A lot of people have been keen to find out about the noodle-situation – as they are one of the most important components to a ramen dish. Made to order in conjunction with a Japanese noodle-maker these are pale, straight noodles as should be served with Hakata Tonkotsu ramen. The noodles were cooked to perfection, bouncy and chewy, but just porous enough to soak up a good amount of the stock without getting soggy. The kikurage mushrooms were also a really good edition to all the dishes; stopping you getting palette fatigue between the rich stock and slurpy noodles, their crunchy texture was very refreshing.
Let’s talk a little about the sides, every good ramen-ya needs their best supporting actors and actresses and Shoryu doesn’t disappoint. Now you can’t serve ramen without gyoza, and Shoryu’s gyoza were superb. Nice and crispy but with a juicy filling that packed a delicious porky, nira punch. Made from the same tried and tested hugely popular umai recipe, if you’re an umai fan, definitely check these out. One of my favourite gyoza-eating habits is the satisfying ping as you pull the crispy pan-fried skins apart with your chopsticks. Shoryu’s gyoza behaved perfectly and combined with the dipping sauce were little pot-stickers of heaven.
I found the real star of the sides however, were the grilled shishito peppers. Roasted with sea salt and yuzu, these little green pods made a great snack with our beer and shochu. Although they look like chillies, they’re actually finger-sized green peppers with a great savoury crunch. They also have a Russian-roulette element to them in that 1 in 10 are spicy…but you can’t tell until you bite into them! Much like the peppers our kimchi was also a fantastic side. Sliced cabbage lightly mixed with a rich chilli and garlic sauce gave a very smooth, spicy kick – a great match to the rich ramen stock.
Booze and Puds
I was pleasantly surprised by the drink selection at Shoryu. All too often drinks are a second thought. Their great selection should come as no surprise as Japan Centre has one of the largest sake selections in the UK and this is reflected in Shoryu’s offerings. We tried a flask of the Gekkeikan Horin sake and some of the Kirishima shochu, as well as some special shiso herb umeshu. Often people are reluctant to enjoy stronger spirits with their meals, but I feel you would definitely be missing out if you went to Shoryu and didn’t try any of the sake, shochu or umeshu with your ramen, especially as shochu is native to the island of Kyushu, the birthplace of tonkotsu ramen.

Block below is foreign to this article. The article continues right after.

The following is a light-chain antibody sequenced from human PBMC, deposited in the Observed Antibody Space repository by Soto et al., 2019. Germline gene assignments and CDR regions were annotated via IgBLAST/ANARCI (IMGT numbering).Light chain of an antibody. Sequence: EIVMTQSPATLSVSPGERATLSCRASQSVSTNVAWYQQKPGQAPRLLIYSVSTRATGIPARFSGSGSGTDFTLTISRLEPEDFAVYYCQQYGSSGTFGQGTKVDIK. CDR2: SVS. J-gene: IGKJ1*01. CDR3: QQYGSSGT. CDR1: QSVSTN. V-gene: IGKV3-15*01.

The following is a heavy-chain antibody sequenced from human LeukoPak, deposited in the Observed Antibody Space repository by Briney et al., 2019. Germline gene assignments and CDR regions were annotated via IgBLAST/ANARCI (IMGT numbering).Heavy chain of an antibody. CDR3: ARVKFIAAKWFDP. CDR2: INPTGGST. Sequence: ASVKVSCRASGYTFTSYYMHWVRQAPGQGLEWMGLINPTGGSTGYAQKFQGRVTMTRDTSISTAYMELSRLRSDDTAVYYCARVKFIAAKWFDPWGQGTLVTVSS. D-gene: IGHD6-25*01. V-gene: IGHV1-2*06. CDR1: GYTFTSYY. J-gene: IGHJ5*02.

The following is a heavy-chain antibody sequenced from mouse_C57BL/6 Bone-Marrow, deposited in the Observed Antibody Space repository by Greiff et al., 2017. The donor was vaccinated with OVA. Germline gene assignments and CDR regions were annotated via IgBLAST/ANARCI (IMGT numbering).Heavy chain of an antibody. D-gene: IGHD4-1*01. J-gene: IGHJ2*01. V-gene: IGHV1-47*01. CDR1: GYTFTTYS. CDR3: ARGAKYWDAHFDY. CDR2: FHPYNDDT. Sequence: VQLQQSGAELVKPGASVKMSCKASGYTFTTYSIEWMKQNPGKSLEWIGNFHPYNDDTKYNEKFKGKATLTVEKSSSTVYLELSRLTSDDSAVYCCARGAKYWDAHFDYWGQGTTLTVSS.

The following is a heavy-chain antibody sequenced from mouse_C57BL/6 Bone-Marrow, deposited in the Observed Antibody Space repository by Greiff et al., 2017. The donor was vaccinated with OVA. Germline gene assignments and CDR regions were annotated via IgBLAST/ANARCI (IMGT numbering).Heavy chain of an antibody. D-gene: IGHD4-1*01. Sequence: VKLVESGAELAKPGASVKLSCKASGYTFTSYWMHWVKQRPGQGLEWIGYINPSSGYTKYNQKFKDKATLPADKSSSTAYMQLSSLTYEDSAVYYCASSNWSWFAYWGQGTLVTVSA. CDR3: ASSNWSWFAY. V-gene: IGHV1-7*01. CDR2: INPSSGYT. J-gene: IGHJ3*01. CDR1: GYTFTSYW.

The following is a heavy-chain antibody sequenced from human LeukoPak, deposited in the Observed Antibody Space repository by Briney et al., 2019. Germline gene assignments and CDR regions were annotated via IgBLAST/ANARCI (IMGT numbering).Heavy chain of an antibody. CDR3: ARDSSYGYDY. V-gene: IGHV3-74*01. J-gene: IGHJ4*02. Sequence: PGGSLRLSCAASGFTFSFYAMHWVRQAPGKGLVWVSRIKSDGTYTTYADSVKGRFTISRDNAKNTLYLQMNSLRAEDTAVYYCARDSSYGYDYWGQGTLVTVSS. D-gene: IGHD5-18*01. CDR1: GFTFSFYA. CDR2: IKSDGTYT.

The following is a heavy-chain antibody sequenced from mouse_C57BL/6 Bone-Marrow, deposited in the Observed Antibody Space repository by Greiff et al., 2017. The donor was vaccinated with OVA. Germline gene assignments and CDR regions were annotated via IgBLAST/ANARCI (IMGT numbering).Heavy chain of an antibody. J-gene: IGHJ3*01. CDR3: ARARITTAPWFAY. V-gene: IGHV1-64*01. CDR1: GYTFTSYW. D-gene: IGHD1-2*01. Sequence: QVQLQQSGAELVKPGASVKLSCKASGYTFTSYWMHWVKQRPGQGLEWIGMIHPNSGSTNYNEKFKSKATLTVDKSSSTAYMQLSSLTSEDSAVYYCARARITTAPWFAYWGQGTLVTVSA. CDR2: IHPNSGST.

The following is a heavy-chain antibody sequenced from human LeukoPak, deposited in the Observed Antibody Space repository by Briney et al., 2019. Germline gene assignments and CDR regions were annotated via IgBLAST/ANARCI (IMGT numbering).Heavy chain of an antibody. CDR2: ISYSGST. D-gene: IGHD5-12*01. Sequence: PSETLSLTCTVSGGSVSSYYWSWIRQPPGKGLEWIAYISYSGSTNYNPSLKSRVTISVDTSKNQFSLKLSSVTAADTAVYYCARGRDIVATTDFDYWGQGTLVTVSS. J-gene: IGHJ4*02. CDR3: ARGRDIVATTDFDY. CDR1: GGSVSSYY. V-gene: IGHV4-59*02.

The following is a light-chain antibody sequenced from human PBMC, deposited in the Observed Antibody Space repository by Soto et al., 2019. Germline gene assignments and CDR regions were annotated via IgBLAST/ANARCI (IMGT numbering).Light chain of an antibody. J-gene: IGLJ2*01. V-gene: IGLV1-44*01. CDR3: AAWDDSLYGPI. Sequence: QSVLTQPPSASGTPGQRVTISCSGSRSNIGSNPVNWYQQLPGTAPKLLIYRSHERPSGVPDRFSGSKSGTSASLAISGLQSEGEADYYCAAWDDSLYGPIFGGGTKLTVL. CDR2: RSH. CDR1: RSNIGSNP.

The shiso umeshu had a strong and sweet flavour, but was far from overpowering. It actually went incredibly well with our azuki and matcha roll cake and matcha ice cream. I have to make another confession here, I am not really an azuki or green tea fan, sometimes a little too bitter for my liking. However the roll cake (light and sweet, with a delicate flavour) and the matcha ice cream (creamy and very refreshing) were delightful. The matcha ice cream is made by Shoryu, using Japan Centre’s very own freshly stone ground matcha! You can actually see the stone matcha grinder on display at the back of Japan Centre Regent Street.